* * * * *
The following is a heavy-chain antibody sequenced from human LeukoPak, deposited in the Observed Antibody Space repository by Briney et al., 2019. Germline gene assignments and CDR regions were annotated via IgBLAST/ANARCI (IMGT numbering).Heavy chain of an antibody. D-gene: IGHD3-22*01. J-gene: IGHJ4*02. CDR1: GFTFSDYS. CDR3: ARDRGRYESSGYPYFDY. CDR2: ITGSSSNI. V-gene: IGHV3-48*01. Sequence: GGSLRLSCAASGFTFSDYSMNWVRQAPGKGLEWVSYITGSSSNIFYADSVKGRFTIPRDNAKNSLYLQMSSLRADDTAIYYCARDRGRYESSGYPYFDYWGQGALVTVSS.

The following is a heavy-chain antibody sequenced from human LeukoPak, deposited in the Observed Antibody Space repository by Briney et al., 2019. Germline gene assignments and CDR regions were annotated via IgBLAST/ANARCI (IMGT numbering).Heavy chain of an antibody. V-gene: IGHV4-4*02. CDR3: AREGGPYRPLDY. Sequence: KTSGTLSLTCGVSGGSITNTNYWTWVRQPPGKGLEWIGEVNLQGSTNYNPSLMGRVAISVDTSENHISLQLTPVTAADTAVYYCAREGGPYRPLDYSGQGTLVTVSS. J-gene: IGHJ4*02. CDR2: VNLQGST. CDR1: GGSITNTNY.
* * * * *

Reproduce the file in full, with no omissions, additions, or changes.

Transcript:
The following is a heavy-chain antibody sequenced from human LeukoPak, deposited in the Observed Antibody Space repository by Briney et al., 2019. Germline gene assignments and CDR regions were annotated via IgBLAST/ANARCI (IMGT numbering).Heavy chain of an antibody. D-gene: IGHD3-22*01. J-gene: IGHJ4*02. CDR1: GFTFSDYS. CDR3: ARDRGRYESSGYPYFDY. CDR2: ITGSSSNI. V-gene: IGHV3-48*01. Sequence: GGSLRLSCAASGFTFSDYSMNWVRQAPGKGLEWVSYITGSSSNIFYADSVKGRFTIPRDNAKNSLYLQMSSLRADDTAIYYCARDRGRYESSGYPYFDYWGQGALVTVSS.

The following is a heavy-chain antibody sequenced from human LeukoPak, deposited in the Observed Antibody Space repository by Briney et al., 2019. Germline gene assignments and CDR regions were annotated via IgBLAST/ANARCI (IMGT numbering).Heavy chain of an antibody. V-gene: IGHV4-4*02. CDR3: AREGGPYRPLDY. Sequence: KTSGTLSLTCGVSGGSITNTNYWTWVRQPPGKGLEWIGEVNLQGSTNYNPSLMGRVAISVDTSENHISLQLTPVTAADTAVYYCAREGGPYRPLDYSGQGTLVTVSS. J-gene: IGHJ4*02. CDR2: VNLQGST. CDR1: GGSITNTNY.